Saturday, August 16, 2008

Going for the Heart - Llewellyn H. Rockwell, Jr. - Mises Institute

Excellent analysis of the big, bad Fed (Federal Reserve).

Why do we have such a hard time imagining a world without a central bank? In the United States, the central bank was a 20th-century invention. No central bank of the current sort existed anywhere in the world before the 19th century. Somehow we got along just fine because the monetary system was self-managing. It was rooted in real commodities that provided the stable link to real economic activity. Banks were treated as regular enterprises that had profits and losses, and could succeed and fail. What guaranteed their stability, even with the evil of fractional reserves, was the competitive system.

All that came to an end, gradually, with the advent of the central bank. Money lost its connection to anything real beyond the linen paper on which it is printed. Banks became protected from failure. Most important, the central bank started to guarantee government debt. With what did it guarantee that debt? More linen paper, stuff which can be printed up without limit.

With this innovation, the fiscal restraint on the state came to an end. All the talk about congressional authorization of spending and the constitutional restraint on the state became white noise or a tissue of lies. The people got out of the habit of asking, "How precisely do you expect to pay for this?" We all just assume that there is some magic money machine out there that will achieve our every dream.

The lack of criticism of the Fed tells you all you need to know. It is the one sacrosanct institution because it is the most necessary institution to modern statecraft. Without it, we wouldn't fund both welfare and warfare. We wouldn't dream of a world empire and debate policy the way we debate art, as merely a matter of preference. There would be strict, physical limits on what the state could and could not do...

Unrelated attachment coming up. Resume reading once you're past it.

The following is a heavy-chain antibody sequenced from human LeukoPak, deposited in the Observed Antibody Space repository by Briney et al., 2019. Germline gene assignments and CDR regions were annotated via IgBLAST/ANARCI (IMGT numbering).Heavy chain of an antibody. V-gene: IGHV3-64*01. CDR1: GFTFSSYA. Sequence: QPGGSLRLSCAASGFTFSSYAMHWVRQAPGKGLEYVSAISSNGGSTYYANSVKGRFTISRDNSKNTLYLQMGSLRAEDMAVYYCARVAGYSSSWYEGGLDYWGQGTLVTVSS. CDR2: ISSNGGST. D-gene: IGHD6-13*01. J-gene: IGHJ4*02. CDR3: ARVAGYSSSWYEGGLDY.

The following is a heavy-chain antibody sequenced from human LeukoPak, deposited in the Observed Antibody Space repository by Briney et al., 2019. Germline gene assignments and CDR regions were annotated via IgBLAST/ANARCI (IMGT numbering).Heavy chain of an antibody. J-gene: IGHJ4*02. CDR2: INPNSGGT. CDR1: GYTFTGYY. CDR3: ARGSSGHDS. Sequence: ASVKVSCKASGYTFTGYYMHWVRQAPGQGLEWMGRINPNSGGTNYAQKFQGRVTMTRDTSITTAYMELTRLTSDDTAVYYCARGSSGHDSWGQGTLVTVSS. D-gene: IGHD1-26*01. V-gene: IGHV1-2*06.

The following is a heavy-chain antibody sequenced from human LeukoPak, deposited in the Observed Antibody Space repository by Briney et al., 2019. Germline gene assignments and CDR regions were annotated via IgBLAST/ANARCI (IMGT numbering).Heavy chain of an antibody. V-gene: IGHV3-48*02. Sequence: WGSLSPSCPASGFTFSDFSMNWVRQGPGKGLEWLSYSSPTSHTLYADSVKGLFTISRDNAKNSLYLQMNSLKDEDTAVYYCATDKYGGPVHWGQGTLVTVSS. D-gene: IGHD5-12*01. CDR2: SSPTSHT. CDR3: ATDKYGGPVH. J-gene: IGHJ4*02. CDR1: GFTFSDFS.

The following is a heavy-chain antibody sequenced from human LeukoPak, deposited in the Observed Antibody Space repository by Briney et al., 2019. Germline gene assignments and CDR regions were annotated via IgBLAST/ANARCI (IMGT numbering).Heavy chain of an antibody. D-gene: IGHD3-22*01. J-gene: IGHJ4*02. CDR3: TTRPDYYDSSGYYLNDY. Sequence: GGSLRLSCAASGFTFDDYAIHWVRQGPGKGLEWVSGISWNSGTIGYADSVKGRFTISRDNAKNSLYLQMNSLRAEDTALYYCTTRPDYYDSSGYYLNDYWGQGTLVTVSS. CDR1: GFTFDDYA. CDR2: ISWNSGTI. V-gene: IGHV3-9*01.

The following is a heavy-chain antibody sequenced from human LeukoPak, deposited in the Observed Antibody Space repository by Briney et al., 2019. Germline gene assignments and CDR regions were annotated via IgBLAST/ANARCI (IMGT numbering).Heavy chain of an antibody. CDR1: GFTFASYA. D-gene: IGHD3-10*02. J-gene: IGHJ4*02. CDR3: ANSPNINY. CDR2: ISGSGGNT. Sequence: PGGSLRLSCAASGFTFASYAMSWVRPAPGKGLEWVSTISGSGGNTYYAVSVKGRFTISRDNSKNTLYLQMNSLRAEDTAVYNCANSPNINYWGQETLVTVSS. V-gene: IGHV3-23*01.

Deny the dictator the capacity to make all the money he needs at a whim, and his status shrinks dramatically.

The central bank is sacrosanct because its absence would force all sides to give up their fantasies of power. The Right would have to give up its crazed belief that it can do "heroic" things by seizing control of the state, things such as defend or overthrow any government in the world — or things such as make everyone in the country obey their own view of what constitutes the virtuous life.

The Left would have to surrender their vision of a state that uses coercion to achieve perfect equality, fairness, and distributive justice throughout the world.

This is why you hardly ever hear a fundamental question on the right of the Fed to exist. This is why the political culture frowns on anyone who attacks the heart of the state. This is why it is so "unrespectable" to mention the case against the Fed, and why serious critics are treated to a kind of shunning — and why, if you want to go places in Washington, you must never entertain the idea that the central bank ought to be abolished. Indeed, you should fête and publish the head of the Fed.

The central bank has failed in its overt mission for nearly 100 years. It has destroyed our money, funded unjust wars, given rise to a ghastly bureaucratic state, and pumped up more credit bubbles than we can count. And yet we are supposed to chalk up all of this to miscues and mistakes along the way, and then believe the head of the Fed when he promises to do better next time. What's more, the Fed has never actually accepted real responsibility for any of its misdeeds.

Just who is crazy here? If we really believed in authentic science — not the pseudoscience of public policy — we could conclude that this failed central bank has got to go. Its creation is not a footnote, but a main step in making possible all modern tyranny. Its abolition is a key to freedom itself.

Going for the Heart - Llewellyn H. Rockwell, Jr. - Mises Institute

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